Sunset Crater Volcano National Monument is built around the extinct volcano that gives it its name. Sunset Crater is thought to have formed between A.D. 1064 and 1085, and at the time, the ash from the eruption spread more than 800 square miles, resulting in the evacuation of the native Sinagua peoples.
Nearly 1000 years after the eruption, the crater has not yet completely revegetated, and visitors are able to view the Bonito Lava Flow as they walk along the monument’s mile-long loop trail.
Tonto National Monument
Tonto National Monument serves as a tribute to the Salado cliff dwellings in the Superstition Mountains. The Salado were a group of people who lived in the Tonto Basin between the 13th and 15th centuries. Famous for their polychrome pottery and iconography, their culture influenced those around them in what is now known as the Salado Phenomena.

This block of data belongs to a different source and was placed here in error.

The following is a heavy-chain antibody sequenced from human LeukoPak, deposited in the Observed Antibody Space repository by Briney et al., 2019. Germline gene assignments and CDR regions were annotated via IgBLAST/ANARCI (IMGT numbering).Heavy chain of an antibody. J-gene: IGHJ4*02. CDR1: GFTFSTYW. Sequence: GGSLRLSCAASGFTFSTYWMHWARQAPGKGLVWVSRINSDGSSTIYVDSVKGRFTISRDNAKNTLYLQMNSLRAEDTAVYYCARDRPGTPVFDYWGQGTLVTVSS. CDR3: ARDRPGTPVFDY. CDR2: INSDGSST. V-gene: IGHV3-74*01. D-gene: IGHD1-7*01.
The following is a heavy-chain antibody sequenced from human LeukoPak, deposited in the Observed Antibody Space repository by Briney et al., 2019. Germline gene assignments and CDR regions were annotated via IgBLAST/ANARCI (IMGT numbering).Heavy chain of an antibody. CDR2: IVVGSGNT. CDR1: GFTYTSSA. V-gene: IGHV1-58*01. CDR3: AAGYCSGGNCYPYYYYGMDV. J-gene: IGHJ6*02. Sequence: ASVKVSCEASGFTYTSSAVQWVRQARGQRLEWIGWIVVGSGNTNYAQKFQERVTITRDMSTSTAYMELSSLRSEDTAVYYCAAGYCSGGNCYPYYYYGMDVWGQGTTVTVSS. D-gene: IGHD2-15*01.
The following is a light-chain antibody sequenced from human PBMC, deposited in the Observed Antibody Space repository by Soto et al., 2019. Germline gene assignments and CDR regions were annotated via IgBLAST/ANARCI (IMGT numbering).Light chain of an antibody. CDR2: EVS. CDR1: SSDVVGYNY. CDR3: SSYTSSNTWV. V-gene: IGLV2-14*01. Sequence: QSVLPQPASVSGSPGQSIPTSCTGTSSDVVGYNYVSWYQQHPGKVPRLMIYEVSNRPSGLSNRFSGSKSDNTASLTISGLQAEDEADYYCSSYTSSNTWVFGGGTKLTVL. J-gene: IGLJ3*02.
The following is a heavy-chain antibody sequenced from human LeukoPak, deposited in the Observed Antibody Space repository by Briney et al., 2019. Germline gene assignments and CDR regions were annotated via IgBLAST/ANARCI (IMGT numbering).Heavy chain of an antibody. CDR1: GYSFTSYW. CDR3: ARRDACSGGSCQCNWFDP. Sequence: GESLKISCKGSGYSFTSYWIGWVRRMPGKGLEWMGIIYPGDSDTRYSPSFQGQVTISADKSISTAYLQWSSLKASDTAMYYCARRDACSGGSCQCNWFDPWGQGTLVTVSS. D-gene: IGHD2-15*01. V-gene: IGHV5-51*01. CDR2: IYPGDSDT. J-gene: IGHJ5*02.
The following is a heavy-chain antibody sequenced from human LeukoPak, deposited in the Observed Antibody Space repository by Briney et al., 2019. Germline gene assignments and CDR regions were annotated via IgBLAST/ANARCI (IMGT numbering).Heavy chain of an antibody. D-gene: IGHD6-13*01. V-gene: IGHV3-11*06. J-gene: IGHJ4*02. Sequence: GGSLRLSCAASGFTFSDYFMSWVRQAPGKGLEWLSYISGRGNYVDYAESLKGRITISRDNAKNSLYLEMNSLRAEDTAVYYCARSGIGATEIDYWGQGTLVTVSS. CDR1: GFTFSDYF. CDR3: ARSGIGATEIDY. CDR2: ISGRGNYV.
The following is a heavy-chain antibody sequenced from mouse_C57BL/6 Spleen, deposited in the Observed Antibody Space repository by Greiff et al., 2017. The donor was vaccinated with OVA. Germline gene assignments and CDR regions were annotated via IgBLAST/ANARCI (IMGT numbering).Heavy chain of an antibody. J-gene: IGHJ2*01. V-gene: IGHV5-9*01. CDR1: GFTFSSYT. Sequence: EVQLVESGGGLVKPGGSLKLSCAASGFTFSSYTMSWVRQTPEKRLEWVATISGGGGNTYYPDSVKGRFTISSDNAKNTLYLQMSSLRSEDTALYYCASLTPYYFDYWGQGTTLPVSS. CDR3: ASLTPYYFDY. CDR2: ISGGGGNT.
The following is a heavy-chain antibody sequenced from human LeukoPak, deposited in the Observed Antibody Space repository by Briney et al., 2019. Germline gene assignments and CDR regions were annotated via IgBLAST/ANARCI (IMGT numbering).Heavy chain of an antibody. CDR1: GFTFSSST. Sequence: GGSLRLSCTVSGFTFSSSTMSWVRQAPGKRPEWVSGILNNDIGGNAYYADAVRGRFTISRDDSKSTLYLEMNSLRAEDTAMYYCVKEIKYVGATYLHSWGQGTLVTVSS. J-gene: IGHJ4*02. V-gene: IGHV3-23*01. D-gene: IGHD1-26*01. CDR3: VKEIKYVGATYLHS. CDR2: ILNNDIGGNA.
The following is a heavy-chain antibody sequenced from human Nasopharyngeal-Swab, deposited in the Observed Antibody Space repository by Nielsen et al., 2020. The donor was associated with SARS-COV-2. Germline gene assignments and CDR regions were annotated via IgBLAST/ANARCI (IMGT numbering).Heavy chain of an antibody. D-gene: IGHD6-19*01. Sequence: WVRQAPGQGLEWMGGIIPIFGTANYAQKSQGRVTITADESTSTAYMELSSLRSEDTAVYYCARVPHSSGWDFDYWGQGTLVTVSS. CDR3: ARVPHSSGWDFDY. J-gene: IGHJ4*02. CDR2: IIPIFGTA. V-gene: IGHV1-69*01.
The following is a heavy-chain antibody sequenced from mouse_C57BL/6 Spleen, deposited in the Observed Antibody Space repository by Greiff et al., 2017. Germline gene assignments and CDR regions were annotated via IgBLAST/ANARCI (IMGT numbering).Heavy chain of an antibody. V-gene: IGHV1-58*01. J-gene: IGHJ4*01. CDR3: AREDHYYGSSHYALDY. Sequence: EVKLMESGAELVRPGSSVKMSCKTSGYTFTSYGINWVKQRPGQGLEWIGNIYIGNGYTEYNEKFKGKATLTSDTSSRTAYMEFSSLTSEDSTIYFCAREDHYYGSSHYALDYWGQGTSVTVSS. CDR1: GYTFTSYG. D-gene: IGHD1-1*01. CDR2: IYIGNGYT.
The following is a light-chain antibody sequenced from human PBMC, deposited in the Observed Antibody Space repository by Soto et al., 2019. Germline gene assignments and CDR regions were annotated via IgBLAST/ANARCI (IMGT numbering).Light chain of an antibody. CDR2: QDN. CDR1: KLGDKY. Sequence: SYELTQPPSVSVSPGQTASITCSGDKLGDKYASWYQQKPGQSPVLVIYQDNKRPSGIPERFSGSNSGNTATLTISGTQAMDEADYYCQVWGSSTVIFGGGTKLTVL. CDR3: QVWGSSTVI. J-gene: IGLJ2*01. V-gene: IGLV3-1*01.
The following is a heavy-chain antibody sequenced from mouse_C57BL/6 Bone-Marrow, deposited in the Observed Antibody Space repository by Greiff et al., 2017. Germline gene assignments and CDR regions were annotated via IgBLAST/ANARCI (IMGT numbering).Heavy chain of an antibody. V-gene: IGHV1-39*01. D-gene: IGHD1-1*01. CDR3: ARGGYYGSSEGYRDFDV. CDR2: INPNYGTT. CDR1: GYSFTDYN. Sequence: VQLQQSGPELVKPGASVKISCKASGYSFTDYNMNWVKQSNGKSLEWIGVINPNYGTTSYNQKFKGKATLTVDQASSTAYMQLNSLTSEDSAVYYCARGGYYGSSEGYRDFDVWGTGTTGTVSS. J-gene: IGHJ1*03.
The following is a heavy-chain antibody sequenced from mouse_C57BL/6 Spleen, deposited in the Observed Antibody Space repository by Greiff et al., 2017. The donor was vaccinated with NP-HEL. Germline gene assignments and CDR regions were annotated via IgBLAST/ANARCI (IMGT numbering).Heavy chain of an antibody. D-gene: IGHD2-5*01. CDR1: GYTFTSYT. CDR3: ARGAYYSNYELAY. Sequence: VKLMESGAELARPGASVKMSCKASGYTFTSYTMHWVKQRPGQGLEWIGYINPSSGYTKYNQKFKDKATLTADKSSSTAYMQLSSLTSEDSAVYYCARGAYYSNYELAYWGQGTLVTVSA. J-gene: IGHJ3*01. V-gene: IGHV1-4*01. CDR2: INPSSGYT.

The Tonto National Monument is made up of two cliff dwellings: a lower cliff dwelling, which visitors can hike themselves, and an upper dwelling, which is available only via a guided tour.
Guests can also stop by the Visitor Center to watch a park film and explore the museum, or can walk through the trails while enjoying the Tonto National Monument’s wide array of flora and fauna.
Tuzigoot National Monument
The Tuzigoot pueblo, memorialized by the Tuzigoot National Monument, was built by the Sinagua Native Americans somewhere between A.D. 1125 and 1400.